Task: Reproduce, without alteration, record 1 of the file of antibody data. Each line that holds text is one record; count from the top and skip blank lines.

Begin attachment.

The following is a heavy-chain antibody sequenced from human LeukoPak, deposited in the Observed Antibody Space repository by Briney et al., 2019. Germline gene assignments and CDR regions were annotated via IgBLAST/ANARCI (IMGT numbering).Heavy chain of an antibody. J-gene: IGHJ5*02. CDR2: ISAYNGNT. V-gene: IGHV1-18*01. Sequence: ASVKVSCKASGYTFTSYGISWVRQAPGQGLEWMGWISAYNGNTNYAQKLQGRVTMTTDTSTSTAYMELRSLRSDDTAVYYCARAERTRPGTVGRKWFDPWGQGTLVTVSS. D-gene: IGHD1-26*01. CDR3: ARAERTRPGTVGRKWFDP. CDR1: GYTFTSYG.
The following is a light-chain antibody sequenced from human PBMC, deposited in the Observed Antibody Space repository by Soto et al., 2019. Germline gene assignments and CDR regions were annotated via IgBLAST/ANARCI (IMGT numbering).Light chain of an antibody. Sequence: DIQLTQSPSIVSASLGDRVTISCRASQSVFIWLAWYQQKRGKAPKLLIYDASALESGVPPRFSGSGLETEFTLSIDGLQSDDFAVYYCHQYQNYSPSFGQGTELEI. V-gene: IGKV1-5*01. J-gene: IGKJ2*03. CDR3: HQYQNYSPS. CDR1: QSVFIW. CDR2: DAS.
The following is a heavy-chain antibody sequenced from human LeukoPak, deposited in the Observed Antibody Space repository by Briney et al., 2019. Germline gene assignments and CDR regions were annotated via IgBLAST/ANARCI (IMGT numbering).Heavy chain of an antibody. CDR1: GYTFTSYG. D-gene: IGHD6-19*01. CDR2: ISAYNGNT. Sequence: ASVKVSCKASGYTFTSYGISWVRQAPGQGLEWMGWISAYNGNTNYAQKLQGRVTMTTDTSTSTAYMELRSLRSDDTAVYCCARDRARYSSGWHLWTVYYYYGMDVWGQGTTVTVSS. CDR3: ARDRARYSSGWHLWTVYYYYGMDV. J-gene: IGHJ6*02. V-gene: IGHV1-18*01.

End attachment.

The following is a heavy-chain antibody sequenced from human LeukoPak, deposited in the Observed Antibody Space repository by Briney et al., 2019. Germline gene assignments and CDR regions were annotated via IgBLAST/ANARCI (IMGT numbering).Heavy chain of an antibody. J-gene: IGHJ5*02. CDR2: ISAYNGNT. V-gene: IGHV1-18*01. Sequence: ASVKVSCKASGYTFTSYGISWVRQAPGQGLEWMGWISAYNGNTNYAQKLQGRVTMTTDTSTSTAYMELRSLRSDDTAVYYCARAERTRPGTVGRKWFDPWGQGTLVTVSS. D-gene: IGHD1-26*01. CDR3: ARAERTRPGTVGRKWFDP. CDR1: GYTFTSYG.